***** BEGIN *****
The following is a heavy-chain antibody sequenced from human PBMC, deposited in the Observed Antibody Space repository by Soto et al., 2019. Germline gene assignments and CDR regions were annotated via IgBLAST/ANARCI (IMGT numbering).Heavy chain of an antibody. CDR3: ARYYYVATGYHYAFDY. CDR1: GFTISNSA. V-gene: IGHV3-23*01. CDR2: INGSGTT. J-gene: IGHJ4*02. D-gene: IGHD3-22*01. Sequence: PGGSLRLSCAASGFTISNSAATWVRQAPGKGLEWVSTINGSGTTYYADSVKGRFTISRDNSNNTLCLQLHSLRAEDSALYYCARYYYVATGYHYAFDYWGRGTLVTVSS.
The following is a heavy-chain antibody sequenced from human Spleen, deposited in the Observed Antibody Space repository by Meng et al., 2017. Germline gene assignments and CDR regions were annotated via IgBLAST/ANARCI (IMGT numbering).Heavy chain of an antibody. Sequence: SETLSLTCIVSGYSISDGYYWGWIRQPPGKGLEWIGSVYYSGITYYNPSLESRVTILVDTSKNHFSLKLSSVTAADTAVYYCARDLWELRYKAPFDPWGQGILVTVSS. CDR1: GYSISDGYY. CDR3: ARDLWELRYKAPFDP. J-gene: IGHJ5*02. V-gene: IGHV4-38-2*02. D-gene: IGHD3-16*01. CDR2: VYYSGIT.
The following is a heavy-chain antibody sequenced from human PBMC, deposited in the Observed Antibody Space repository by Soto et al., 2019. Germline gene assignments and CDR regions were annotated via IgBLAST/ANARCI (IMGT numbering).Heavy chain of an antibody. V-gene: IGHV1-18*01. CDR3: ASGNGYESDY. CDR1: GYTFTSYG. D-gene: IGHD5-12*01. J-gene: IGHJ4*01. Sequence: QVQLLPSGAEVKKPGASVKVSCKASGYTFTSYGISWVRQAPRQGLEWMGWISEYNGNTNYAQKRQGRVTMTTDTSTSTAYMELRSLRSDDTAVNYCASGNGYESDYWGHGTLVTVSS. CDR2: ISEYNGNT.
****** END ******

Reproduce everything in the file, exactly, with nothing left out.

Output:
The following is a heavy-chain antibody sequenced from human PBMC, deposited in the Observed Antibody Space repository by Soto et al., 2019. Germline gene assignments and CDR regions were annotated via IgBLAST/ANARCI (IMGT numbering).Heavy chain of an antibody. CDR3: ARYYYVATGYHYAFDY. CDR1: GFTISNSA. V-gene: IGHV3-23*01. CDR2: INGSGTT. J-gene: IGHJ4*02. D-gene: IGHD3-22*01. Sequence: PGGSLRLSCAASGFTISNSAATWVRQAPGKGLEWVSTINGSGTTYYADSVKGRFTISRDNSNNTLCLQLHSLRAEDSALYYCARYYYVATGYHYAFDYWGRGTLVTVSS.
The following is a heavy-chain antibody sequenced from human Spleen, deposited in the Observed Antibody Space repository by Meng et al., 2017. Germline gene assignments and CDR regions were annotated via IgBLAST/ANARCI (IMGT numbering).Heavy chain of an antibody. Sequence: SETLSLTCIVSGYSISDGYYWGWIRQPPGKGLEWIGSVYYSGITYYNPSLESRVTILVDTSKNHFSLKLSSVTAADTAVYYCARDLWELRYKAPFDPWGQGILVTVSS. CDR1: GYSISDGYY. CDR3: ARDLWELRYKAPFDP. J-gene: IGHJ5*02. V-gene: IGHV4-38-2*02. D-gene: IGHD3-16*01. CDR2: VYYSGIT.
The following is a heavy-chain antibody sequenced from human PBMC, deposited in the Observed Antibody Space repository by Soto et al., 2019. Germline gene assignments and CDR regions were annotated via IgBLAST/ANARCI (IMGT numbering).Heavy chain of an antibody. V-gene: IGHV1-18*01. CDR3: ASGNGYESDY. CDR1: GYTFTSYG. D-gene: IGHD5-12*01. J-gene: IGHJ4*01. Sequence: QVQLLPSGAEVKKPGASVKVSCKASGYTFTSYGISWVRQAPRQGLEWMGWISEYNGNTNYAQKRQGRVTMTTDTSTSTAYMELRSLRSDDTAVNYCASGNGYESDYWGHGTLVTVSS. CDR2: ISEYNGNT.